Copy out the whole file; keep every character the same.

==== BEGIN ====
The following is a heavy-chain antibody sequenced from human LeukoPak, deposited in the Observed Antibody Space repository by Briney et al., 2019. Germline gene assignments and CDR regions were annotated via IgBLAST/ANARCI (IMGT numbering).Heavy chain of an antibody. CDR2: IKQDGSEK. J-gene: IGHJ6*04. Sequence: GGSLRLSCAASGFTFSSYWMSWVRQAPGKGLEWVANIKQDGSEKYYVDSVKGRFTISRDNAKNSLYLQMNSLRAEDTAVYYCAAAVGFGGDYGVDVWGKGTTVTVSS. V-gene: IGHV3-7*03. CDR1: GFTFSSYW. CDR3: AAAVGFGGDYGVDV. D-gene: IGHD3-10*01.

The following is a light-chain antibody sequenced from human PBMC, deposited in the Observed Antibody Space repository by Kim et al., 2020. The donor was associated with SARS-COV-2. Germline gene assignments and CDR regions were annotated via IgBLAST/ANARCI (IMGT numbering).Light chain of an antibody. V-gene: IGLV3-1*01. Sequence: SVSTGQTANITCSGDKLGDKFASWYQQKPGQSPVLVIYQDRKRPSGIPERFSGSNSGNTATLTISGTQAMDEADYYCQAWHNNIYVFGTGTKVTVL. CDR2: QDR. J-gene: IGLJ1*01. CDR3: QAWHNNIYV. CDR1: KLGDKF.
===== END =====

The following is a heavy-chain antibody sequenced from human LeukoPak, deposited in the Observed Antibody Space repository by Briney et al., 2019. Germline gene assignments and CDR regions were annotated via IgBLAST/ANARCI (IMGT numbering).Heavy chain of an antibody. CDR2: IKQDGSEK. J-gene: IGHJ6*04. Sequence: GGSLRLSCAASGFTFSSYWMSWVRQAPGKGLEWVANIKQDGSEKYYVDSVKGRFTISRDNAKNSLYLQMNSLRAEDTAVYYCAAAVGFGGDYGVDVWGKGTTVTVSS. V-gene: IGHV3-7*03. CDR1: GFTFSSYW. CDR3: AAAVGFGGDYGVDV. D-gene: IGHD3-10*01.

The following is a light-chain antibody sequenced from human PBMC, deposited in the Observed Antibody Space repository by Kim et al., 2020. The donor was associated with SARS-COV-2. Germline gene assignments and CDR regions were annotated via IgBLAST/ANARCI (IMGT numbering).Light chain of an antibody. V-gene: IGLV3-1*01. Sequence: SVSTGQTANITCSGDKLGDKFASWYQQKPGQSPVLVIYQDRKRPSGIPERFSGSNSGNTATLTISGTQAMDEADYYCQAWHNNIYVFGTGTKVTVL. CDR2: QDR. J-gene: IGLJ1*01. CDR3: QAWHNNIYV. CDR1: KLGDKF.